Question of the Week

"Using the Trojan defense, how would you defend Huskies' quarterback Isaiah Stanback?"

Erik McKinney

Step one: Re-watch tape of the Rose Bowl.
Step two: Don't play like the red team.

But seriously, Stanback isn't nearly the quarterback that Vince Young was (obviously). I don't think spying him with a linebacker is the correct decision, although I'm afraid that might be what the Trojan coaches go with. Rey Maualuga seems like the obvious choice, but I don't think he's fast enough to track down Stanback in the open field without an angle. I think the defensive ends will be the most important players on the field Saturday. If they can restrain themselves from taking their rush too far up the field, Stanback shouldn't have running lanes up the middle and will be rendered far less effective.

I'd also like to see some heavy blitzing throughout the game. I like the odds of forcing Stanback to make quick decisions with the ball, even if it's against one-on-one coverage. But the biggest thing for the entire defense will be wrapping him up once they get a hand on him, especially on pass rushes. Stanback is one of those quarterbacks where, once he feels even a little bit of pressure, the ball comes down and the legs start moving. If Trojan defenders are flying in and letting him duck underneath or wiggle out of a grasp, he'll be taking off for positive yards.

The best news for the Trojans is that Stanback has looked completely lost during his prior two games against the Trojans. He's shown signs of improvement this season, but if he isn't allowed that room to run, it could turn into a long day for the Huskies' quarterback.

George Young

I don't think there is anything dramatic that I would change in our defense – other than rushing the passer more. We know that Stanback has a strong arm and prefers to go deep – so Pete's deep cover defense is perfect. I'm told that Stanback is slow making progressions off his #1 receiver and flushes out of the pocket at the first sign of trouble. If that turns out to be true in our game, then rushing him with some zone blitz packages seems like a good plan. If he were a short passer, like we saw last week, we might have to keep our linebackers in pass coverage. Apparently short passes are his weakness.

Since the Huskies use a zone-blocking scheme most of the time, maybe we can overload zones with combinations of DL's and LB's and DB's. To be successful this strategy depends on rotating our other players into the vacated defensive positions – but I think Pete's defenses have done that rather well in the past.

Stanback is extremely fast and is the kind of running QB that has given us trouble at times. I think we need to designate speed rushers to flush him out of the pocket while keeping spy's back to make sure he does not escape down field. If this is successful he'll have to throw away a lot of passes or throw into coverage.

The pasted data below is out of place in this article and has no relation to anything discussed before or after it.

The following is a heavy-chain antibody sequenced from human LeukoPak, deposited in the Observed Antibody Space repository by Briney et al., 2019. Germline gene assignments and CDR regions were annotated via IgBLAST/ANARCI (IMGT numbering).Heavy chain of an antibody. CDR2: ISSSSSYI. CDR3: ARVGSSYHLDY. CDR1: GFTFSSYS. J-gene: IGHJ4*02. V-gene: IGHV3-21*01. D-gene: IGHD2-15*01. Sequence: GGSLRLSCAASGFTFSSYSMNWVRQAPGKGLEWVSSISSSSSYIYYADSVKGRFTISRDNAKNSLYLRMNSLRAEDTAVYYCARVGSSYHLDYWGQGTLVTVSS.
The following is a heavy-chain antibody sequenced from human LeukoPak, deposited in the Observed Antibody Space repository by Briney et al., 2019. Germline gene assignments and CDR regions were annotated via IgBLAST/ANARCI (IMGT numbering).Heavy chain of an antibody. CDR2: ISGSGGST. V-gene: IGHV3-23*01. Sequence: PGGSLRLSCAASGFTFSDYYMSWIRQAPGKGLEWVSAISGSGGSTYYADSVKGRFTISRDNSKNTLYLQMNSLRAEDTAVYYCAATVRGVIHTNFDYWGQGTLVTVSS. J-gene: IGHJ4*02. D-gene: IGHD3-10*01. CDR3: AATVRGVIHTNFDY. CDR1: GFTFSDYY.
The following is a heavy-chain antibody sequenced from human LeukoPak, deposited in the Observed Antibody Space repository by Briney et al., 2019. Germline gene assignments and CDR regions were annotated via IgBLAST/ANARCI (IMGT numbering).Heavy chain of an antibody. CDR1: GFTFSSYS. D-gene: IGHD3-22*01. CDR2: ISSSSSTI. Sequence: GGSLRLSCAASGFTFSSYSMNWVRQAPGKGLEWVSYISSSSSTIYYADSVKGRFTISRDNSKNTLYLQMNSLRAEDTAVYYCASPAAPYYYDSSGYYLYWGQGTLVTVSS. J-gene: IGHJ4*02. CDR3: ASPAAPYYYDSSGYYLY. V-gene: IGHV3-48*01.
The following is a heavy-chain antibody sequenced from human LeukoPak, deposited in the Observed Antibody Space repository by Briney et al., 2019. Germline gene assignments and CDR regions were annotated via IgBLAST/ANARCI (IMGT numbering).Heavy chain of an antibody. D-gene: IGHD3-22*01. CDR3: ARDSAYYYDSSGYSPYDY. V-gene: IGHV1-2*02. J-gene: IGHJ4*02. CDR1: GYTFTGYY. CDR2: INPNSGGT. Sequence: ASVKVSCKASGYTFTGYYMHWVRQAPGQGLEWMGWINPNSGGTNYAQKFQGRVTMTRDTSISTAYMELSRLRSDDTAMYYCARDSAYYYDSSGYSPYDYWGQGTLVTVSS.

With all of the above said, Washington is not 4-1 for nothing, so I consider this game to be a legitimate challenge. I expect Stanback to complete about half his passes and to occasionally burn us with a run. That will not be enough for the Huskies and we'll win comfortably.

David Newbury

Isaiah Stanback is a dual threat QB. He is much better outside of the pocket than in it. He makes huge plays with his legs and his best pass plays come when he is flushed from the pocket. When he is flushed he loves to run to the right. With all this said the Trojans must make him uncomfortable and keep him in the pocket. One of the keys to this game will be the play of our defensive ends. They must pressure Stanback without running to far upfield and opening up running lanes. Our Ends must give up their pass rush if they sense they are getting to far upfield to keep him in the pocket. If he gets out of the pocket our corners will have to cover for extended periods of time. If we blitz, we must blitz to force him to scramble to the left. He likes to run to the right. He is a right handed Qb. Forcing him to run to the left makes it harder for him to throw accurately on the run. Keeping him in the pocket is a must.

Garry Paskwietz

Even Pete Carroll, who can put a positive spin on the most dire of circumstances, has admitted in the past that athletic QB's who can run are among the most difficult for a defense to stop. One of the reasons that is usually the case is because these players are often the best athletes on the field and in Stanback the Huskies certainly have a talented player. The Trojans recruited him out of high school so they know full well how good he can be.

However, for one of the few times all year, Stanback will look across the line of scrimmage on Saturday and see athletes who can perform at a similarly high level. The key will be for those athletes to make plays. All three units of the Trojan defense seemed to sag last weekend against Washington State and just didn't play up to their capabilities. Carroll and his staff will need to figure out ways to make sure our defense is aggressive and playing at a high energy level, coming out of the tunnel in front of 92,000 fans is a good way to get things started.

In my ideal scenario, Rey Maualuga and Keith Rivers lead the way as they refuse to allow Stanback to turn the corner and break a big running play (designed or broken). In order for those two linebackers to roam free, we must see a solid pass rush from the d-line and good coverage in the secondary. I think all units are up to the task. I think the defense is tired of hearing about how they underperformed last week and they are ready to go out at the Coliseum and shut down Stanback to help prove a point and remind everybody that they can be a pretty good defense.


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